Item 6 is just as important. It details the fees that you may need to pay as an ongoing part of your relationship with the franchisor. Again, knowing the difference between which fees you “may” pay and which you “must” pay is important. You’ll find royalty fees here (usually “must” pay). You might find minimum advertising requirements here. Not all these fees are things you’re required to pay to the franchisor, but they are all fees the franchisor might require you to pay to someone. The key to take out of Item 6 is knowing (1) which fees you will definitely have to pay and which you might have to pay (and why), and (2) which fees you pay to the franchisor and which you pay to someone else.
Estimated Initial Investment (Item 7)
This is where it can be very easy to get confused about the numbers. What’s the difference between Initial Fees and Estimated Initial Investment? The simplest explanation is this: Initial Fees are only those fees paid to the franchisor, Estimated Initial Investment is the Initial Fees plus everything else it will cost to start your franchise business. An example would be helpful. When you purchase an auto glass franchise from NOVUS, all of the required initial fees add up to $40,000. The Estimated Initial Investment includes this $40,000, but also includes other things you will need to launch your business, but don’t purchase from NOVUS—like a mobile service vehicle, for instance. This is why NOVUS’ Estimated Initial Investment for a mobile franchise is $54,500 – $143,600. NOVUS estimates you will need to spend at least $14,500 more than the fees paid to NOVUS to launch your franchise.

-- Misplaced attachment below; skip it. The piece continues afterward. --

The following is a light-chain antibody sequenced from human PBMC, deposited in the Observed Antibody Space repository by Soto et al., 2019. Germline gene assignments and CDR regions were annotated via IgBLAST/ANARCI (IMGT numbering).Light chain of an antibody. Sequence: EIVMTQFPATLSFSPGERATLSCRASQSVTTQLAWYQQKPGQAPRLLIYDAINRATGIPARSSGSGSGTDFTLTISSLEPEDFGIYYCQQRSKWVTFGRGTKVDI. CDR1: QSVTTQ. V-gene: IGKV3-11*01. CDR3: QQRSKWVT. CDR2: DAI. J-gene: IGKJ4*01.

This is the point where you say, “How is a $90,000 range an estimate?!” The Item 7 is a great tool for you to use to plan your initial expenses, but the estimates attempt to be inclusive of all possibilities. For instance, you may spend $0 on a mobile service vehicle, if you happen to already have one, or you might spend $50,000 on a brand new, top-of-the-line, luxury brand vehicle. You likely won’t do either, but you could. Instead, use the Item 7 as a budgeting tool. Ask the franchisor to be very clear about what goes into each category that the franchisor itself does not provide and then shop for exact prices on those things. This way you can establish a much more accurate number for your initial investment.
Financial Performance Representations (Item 19)